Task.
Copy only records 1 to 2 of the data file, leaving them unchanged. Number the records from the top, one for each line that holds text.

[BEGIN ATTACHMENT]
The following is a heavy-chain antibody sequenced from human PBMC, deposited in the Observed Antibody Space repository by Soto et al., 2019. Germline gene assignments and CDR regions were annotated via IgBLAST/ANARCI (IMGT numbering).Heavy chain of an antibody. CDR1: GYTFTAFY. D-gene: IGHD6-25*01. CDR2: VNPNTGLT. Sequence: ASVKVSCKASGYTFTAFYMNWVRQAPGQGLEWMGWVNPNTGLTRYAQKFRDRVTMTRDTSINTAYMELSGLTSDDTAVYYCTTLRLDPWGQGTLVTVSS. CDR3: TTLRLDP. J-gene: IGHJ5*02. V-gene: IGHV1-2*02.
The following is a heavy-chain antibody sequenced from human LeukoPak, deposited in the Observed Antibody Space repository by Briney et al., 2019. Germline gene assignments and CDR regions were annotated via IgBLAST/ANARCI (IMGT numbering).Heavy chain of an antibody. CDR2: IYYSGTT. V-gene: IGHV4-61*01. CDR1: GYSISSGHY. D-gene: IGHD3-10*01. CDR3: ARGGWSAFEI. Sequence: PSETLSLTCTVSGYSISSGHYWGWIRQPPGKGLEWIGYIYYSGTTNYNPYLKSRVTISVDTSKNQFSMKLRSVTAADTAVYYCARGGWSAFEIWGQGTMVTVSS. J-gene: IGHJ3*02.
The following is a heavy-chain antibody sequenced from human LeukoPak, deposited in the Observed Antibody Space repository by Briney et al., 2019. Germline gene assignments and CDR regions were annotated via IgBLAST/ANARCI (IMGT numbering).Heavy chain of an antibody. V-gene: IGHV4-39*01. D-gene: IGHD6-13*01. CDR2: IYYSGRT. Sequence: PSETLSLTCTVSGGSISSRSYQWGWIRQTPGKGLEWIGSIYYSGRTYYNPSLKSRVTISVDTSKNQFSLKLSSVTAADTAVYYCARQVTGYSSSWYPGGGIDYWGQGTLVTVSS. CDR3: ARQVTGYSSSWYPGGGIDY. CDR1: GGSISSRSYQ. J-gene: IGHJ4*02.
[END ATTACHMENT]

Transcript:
The following is a heavy-chain antibody sequenced from human PBMC, deposited in the Observed Antibody Space repository by Soto et al., 2019. Germline gene assignments and CDR regions were annotated via IgBLAST/ANARCI (IMGT numbering).Heavy chain of an antibody. CDR1: GYTFTAFY. D-gene: IGHD6-25*01. CDR2: VNPNTGLT. Sequence: ASVKVSCKASGYTFTAFYMNWVRQAPGQGLEWMGWVNPNTGLTRYAQKFRDRVTMTRDTSINTAYMELSGLTSDDTAVYYCTTLRLDPWGQGTLVTVSS. CDR3: TTLRLDP. J-gene: IGHJ5*02. V-gene: IGHV1-2*02.
The following is a heavy-chain antibody sequenced from human LeukoPak, deposited in the Observed Antibody Space repository by Briney et al., 2019. Germline gene assignments and CDR regions were annotated via IgBLAST/ANARCI (IMGT numbering).Heavy chain of an antibody. CDR2: IYYSGTT. V-gene: IGHV4-61*01. CDR1: GYSISSGHY. D-gene: IGHD3-10*01. CDR3: ARGGWSAFEI. Sequence: PSETLSLTCTVSGYSISSGHYWGWIRQPPGKGLEWIGYIYYSGTTNYNPYLKSRVTISVDTSKNQFSMKLRSVTAADTAVYYCARGGWSAFEIWGQGTMVTVSS. J-gene: IGHJ3*02.